A few weeks before I moved to Richmond, I was told that the doctors thought I had MS but I was basically in the waiting stage, also known as “CIS” (Clinically Isolated Syndrome). CIS is used to describe a person’s first symptoms of MS while doctors are determining what the official diagnosis is. People can have CIS and never go on to have another flare up, and therefore never being diagnosed with MS. Six months down the road, I officially got the word but, in the meantime, I wanted to go about my life and hope it would never develop into Multiple Sclerosis.
I moved to Richmond to “start my adult life” and signed a year lease with my best friend, Emily in The Fan (where most post grad young adults live in Richmond.) Emily and I were at Ikea one afternoon (I was wearing my eye patch at this time) and I remember being close to an anxiety attack because of how much my eyes were messing up. Ikea is overwhelming for anyone; imagine Ikea in triple. Emily and I made our way through the store when I realized that I wasn’t going to be able to brush this off and go back to the way my life was before. My life was forever changed and it was time to accept that.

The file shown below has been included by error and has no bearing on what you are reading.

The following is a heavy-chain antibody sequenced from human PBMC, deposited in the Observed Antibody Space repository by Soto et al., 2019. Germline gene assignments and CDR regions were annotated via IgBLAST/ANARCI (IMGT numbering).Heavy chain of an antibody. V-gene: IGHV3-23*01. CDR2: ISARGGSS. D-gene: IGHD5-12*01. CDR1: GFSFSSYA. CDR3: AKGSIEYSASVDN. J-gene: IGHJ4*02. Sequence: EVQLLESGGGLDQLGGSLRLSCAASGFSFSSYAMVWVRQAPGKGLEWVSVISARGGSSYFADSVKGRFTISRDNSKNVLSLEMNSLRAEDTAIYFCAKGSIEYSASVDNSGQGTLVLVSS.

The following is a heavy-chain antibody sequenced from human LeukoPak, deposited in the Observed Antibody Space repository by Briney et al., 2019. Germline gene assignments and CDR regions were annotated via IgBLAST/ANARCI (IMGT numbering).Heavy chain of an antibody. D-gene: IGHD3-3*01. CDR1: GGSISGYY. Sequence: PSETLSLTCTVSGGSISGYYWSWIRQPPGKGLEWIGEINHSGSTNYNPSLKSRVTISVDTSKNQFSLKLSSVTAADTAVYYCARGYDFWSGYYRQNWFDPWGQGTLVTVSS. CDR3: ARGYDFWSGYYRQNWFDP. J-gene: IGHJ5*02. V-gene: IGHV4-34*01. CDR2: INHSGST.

My new job in Richmond was an event promotion assistant for a couple different radio stations. This meant lots of late nights and early mornings, driving a big radio car, and long hours. I didn’t want to tell my new employer and coworkers what was going on because I wanted to be “normal.” I would wear my eye patch while driving and take it off whenever I got to my destination and would try to close one eye if I really needed to see something. I was exhausted from working multiple events in a day, sometimes working up to 17 hours in a day. Along with juggling my new job, I was trying to hang out with Emily and our friends in Richmond, keep up with my friends back in Fredericksburg, and drive up to Fredericksburg for doctor’s appointments all the time. I was spending more and more time in Fredericksburg because that’s where I felt most comfortable, it was my home. I needed to feel this comfort and be in a place where I didn’t have to act like nothing was going on. In the back of my mind I knew the best thing for me was to move home and be with my family and work at a place I felt comfortable. I didn’t want to accept that MS was affecting me so much that I needed to move back to Fredericksburg. I also didn’t want to disappoint Emily because we loved our apartment so much and loved living together; something we had dreamed of doing ever since we were little girls. I didn’t want to disappointment my coworkers and quit the radio job and come clean about my diagnosis, and I didn’t want to disappointment my parents in telling them that I really needed to just come home and I wasn’t actually doing “fine” like I kept telling them multiple times every day. They spent a lot of money on brand new furniture for my apartment and I felt terrible that we had to just put it back in a moving truck and place it in our basement. I was embarrassed that I had to move back home because of this disease after trying so hard to just ignore it, I felt like it had defeated me.